Row of RVs lined up
Oakland will open a new RV parking program on 66th Avenue, similar to this site on Wood Street. Credit: Natalie Orenstein

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Wrapping up their policymaking for the year, Oakland officials set the stage Tuesday for several new homeless housing facilities to likely open up in 2022.

During thirteen hours of back-to-back City Council meetings, councilmembers voted on numerous housing matters, including a new RV park in East Oakland, applications for state-funded housing programs, and rules around backyard cottages. 

But even with access to millions of dollars in state funds for housing, a sobering recognition lay underneath Tuesday’s decisions: there’s still not enough resources available to house all of the thousands of homeless people in Oakland, many of them living on the streets in tents, makeshift shacks, and vehicles. At times, councilmembers squabbled over the best use of scarce funds and questioned whether the city has been spending them most appropriately or effectively.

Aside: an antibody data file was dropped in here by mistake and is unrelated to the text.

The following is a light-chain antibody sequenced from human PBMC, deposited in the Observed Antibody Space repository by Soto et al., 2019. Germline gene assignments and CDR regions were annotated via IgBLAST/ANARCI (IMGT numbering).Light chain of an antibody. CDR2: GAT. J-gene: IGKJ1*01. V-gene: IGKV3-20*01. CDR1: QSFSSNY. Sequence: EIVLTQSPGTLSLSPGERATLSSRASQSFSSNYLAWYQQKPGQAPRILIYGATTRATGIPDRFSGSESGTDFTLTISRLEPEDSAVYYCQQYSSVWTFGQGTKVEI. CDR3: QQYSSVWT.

Here’s what happened in housing decisions Tuesday.

RV parking in East Oakland

The City Council greenlit a proposal from Councilmember Rebecca Kaplan to open a new RV “safe parking” site 796 66th Ave, a city-owned parking lot near the Coliseum. The site will have sanitation services and give preference to residents who lived in Oakland before they lost their permanent housing. RV dwellers will pay a sliding-scale fee to park at the site.

At last count, there were 700 people living in RVs in Oakland, and the site is located in the neighborhood with the largest concentration, said interim Homelessness Administrator LaTonda Simmons: “The need is tremendous.”